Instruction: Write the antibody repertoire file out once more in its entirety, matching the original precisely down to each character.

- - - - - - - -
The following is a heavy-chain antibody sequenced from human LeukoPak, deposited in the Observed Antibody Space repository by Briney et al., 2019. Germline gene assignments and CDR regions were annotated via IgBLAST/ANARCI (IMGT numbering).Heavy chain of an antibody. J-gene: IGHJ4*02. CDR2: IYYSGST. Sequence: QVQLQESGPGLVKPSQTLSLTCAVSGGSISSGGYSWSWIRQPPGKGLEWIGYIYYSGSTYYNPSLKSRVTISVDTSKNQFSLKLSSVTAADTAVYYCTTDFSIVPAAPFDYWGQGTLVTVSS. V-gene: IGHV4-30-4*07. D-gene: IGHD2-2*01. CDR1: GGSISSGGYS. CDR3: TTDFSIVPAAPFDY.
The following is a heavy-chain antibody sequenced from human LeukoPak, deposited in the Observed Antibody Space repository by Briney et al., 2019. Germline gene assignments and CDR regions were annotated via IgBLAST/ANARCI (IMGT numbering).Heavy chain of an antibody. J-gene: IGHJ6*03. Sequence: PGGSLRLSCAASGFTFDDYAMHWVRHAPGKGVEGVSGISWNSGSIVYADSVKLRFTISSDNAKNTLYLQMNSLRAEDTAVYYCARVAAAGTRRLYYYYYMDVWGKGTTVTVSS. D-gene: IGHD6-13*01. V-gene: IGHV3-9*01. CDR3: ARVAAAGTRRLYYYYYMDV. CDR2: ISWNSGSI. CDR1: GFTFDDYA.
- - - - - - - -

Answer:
The following is a heavy-chain antibody sequenced from human LeukoPak, deposited in the Observed Antibody Space repository by Briney et al., 2019. Germline gene assignments and CDR regions were annotated via IgBLAST/ANARCI (IMGT numbering).Heavy chain of an antibody. J-gene: IGHJ4*02. CDR2: IYYSGST. Sequence: QVQLQESGPGLVKPSQTLSLTCAVSGGSISSGGYSWSWIRQPPGKGLEWIGYIYYSGSTYYNPSLKSRVTISVDTSKNQFSLKLSSVTAADTAVYYCTTDFSIVPAAPFDYWGQGTLVTVSS. V-gene: IGHV4-30-4*07. D-gene: IGHD2-2*01. CDR1: GGSISSGGYS. CDR3: TTDFSIVPAAPFDY.
The following is a heavy-chain antibody sequenced from human LeukoPak, deposited in the Observed Antibody Space repository by Briney et al., 2019. Germline gene assignments and CDR regions were annotated via IgBLAST/ANARCI (IMGT numbering).Heavy chain of an antibody. J-gene: IGHJ6*03. Sequence: PGGSLRLSCAASGFTFDDYAMHWVRHAPGKGVEGVSGISWNSGSIVYADSVKLRFTISSDNAKNTLYLQMNSLRAEDTAVYYCARVAAAGTRRLYYYYYMDVWGKGTTVTVSS. D-gene: IGHD6-13*01. V-gene: IGHV3-9*01. CDR3: ARVAAAGTRRLYYYYYMDV. CDR2: ISWNSGSI. CDR1: GFTFDDYA.